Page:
Activists campaigning for the rights of people with mental disabilities yesterday called on the judiciary to reform the psychological assessment process used by the courts.
“Although psychological assessment does exist in our judicial system, it is entirely up to the judge or prosecutor to decide whether a defendant should go through the process and it’s up to them to decide how the psychological assessment should proceed,” Alliance for the Mentally Ill secretary-general Eva Teng (滕西華) told a press conference in Taipei yesterday.
“It’s not fair to take the right to file for a psychological assessment from the defendant, the defendant’s family and their attorney,” she said.
The group made the comments in response to a legal case involving a mentally challenged man surnamed Chen who is suspected of setting fire to a laundromat in Kaohsiung in June last year, killing four people.
Chen was sentenced to life in prison on July 1, with the second trial scheduled to begin on Monday.
“It was obvious that Chen’s mental condition was quite instable and that the instability was having an impact on his defense in court. The trial should have been stopped, yet it continued,” said Sun Yi-hsin (孫一信), a long-time activist for the rights of the mentally disabled and now head staffer at Democratic Progressive Party Legislator Chen Chieh-ju’s (陳節如) office.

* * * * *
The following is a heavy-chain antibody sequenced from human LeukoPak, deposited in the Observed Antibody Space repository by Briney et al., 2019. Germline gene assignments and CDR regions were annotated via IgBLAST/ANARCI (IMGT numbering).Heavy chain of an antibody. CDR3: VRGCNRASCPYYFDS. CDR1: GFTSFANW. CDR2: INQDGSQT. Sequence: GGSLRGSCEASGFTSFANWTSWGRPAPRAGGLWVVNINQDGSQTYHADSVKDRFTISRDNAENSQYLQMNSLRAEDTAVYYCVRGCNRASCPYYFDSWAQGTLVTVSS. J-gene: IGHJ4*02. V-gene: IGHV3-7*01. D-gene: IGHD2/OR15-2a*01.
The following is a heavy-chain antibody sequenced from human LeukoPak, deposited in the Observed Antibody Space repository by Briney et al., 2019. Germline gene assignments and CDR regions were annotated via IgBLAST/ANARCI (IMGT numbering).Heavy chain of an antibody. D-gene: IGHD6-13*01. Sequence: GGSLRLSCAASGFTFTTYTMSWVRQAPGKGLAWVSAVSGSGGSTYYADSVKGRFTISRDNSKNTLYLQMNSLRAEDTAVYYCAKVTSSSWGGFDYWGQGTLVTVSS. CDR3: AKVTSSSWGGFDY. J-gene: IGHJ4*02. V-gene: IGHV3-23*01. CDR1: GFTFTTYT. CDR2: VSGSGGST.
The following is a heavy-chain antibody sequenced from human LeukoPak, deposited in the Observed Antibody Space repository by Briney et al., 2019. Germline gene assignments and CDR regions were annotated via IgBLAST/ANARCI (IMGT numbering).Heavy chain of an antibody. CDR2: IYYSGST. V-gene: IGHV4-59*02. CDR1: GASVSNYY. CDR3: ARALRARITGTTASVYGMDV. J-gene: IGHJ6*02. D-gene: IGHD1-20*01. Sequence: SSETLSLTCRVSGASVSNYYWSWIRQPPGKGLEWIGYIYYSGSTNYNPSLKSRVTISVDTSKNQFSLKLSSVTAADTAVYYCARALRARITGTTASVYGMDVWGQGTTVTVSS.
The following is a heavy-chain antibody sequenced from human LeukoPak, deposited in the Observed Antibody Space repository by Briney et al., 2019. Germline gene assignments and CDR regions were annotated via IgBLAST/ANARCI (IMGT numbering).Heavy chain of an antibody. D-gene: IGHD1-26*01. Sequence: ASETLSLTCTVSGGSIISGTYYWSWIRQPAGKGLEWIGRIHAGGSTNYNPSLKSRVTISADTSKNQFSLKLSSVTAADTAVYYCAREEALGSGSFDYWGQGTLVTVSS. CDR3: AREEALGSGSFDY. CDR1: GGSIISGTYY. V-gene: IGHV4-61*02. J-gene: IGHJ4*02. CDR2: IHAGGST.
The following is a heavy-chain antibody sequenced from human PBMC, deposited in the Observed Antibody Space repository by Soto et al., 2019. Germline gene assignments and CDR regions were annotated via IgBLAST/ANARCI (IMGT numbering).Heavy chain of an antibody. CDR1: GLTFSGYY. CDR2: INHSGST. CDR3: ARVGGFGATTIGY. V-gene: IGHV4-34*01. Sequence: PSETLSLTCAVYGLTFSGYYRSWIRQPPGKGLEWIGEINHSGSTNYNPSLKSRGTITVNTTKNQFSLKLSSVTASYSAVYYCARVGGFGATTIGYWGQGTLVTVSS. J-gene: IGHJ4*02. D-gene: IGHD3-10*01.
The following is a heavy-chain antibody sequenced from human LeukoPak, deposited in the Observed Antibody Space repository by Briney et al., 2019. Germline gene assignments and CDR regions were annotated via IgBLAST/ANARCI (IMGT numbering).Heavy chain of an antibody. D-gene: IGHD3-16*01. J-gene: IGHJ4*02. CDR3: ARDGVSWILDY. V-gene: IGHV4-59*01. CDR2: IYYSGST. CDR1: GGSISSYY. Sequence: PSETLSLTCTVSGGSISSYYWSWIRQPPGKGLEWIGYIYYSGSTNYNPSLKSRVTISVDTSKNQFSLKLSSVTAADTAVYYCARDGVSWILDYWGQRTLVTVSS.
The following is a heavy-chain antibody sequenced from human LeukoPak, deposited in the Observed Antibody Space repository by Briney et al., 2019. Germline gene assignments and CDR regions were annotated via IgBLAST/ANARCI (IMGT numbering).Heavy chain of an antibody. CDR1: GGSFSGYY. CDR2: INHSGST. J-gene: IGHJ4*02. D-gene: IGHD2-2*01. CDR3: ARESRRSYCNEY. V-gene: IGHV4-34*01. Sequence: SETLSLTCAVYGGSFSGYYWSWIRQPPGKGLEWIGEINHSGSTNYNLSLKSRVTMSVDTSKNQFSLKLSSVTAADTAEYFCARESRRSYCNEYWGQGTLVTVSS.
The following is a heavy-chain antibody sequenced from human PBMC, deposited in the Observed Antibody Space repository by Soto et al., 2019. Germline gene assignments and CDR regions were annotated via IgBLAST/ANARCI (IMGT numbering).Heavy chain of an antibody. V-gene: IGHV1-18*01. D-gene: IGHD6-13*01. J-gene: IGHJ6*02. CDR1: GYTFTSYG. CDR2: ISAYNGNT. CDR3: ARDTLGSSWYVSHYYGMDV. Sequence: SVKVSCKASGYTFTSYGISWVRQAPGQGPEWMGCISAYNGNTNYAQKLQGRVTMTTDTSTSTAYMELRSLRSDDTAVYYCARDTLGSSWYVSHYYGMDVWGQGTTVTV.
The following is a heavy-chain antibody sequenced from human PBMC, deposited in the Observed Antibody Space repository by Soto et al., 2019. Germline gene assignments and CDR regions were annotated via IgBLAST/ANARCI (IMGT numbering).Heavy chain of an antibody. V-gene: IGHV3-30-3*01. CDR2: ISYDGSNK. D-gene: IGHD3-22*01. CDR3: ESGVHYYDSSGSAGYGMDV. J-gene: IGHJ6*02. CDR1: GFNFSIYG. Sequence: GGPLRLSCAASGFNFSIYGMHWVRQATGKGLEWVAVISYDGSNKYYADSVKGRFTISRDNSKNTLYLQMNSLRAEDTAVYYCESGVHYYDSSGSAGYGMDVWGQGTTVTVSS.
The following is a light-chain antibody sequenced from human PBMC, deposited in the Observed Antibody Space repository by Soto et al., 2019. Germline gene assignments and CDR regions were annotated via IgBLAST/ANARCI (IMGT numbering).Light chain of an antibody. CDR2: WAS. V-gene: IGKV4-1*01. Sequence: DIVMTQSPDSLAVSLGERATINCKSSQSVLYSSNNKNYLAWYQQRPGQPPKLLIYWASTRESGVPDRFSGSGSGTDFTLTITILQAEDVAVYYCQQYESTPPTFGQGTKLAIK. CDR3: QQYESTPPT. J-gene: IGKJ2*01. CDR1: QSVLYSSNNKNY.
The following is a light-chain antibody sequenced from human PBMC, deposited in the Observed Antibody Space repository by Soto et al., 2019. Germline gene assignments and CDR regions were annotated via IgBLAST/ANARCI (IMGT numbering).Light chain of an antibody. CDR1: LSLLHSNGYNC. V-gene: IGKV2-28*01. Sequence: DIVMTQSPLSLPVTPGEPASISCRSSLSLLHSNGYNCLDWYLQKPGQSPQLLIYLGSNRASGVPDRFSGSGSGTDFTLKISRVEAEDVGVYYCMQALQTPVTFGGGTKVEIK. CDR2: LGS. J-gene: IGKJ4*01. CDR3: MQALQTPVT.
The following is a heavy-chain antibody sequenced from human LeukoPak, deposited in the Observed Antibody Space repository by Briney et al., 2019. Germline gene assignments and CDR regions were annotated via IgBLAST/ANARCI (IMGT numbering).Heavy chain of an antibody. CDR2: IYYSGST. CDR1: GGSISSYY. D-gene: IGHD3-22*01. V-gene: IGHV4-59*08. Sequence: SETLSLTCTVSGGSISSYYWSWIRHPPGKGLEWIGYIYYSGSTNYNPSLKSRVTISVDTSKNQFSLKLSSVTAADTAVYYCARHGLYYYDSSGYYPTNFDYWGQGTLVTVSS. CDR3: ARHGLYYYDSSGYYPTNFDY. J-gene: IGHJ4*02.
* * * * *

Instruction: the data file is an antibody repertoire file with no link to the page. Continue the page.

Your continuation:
“During the entire first trial, the prosecutor never filed for a psychological assessment and it was finally conducted after Chen’s lawyer repeatedly asked the judge,” Teng said. “Yet in a life-or-death case like this, the psychological assessment was no more than a few short interviews that took only one morning.”
The activists cited additional problems with the case, saying evidence presented to the court did not link Chen to the crime, while the witness who testified against Chen was not 100 percent sure that they had seen Chen start the fire.
“The entire case looks as though the judge and prosecutor were trying to make Chen the criminal because he’s not fully capable of defending himself in court,” Teng said.
“We need a better and standardized psychological assessment process to better protect the legal rights of the mentally challenged in court,” Teng said.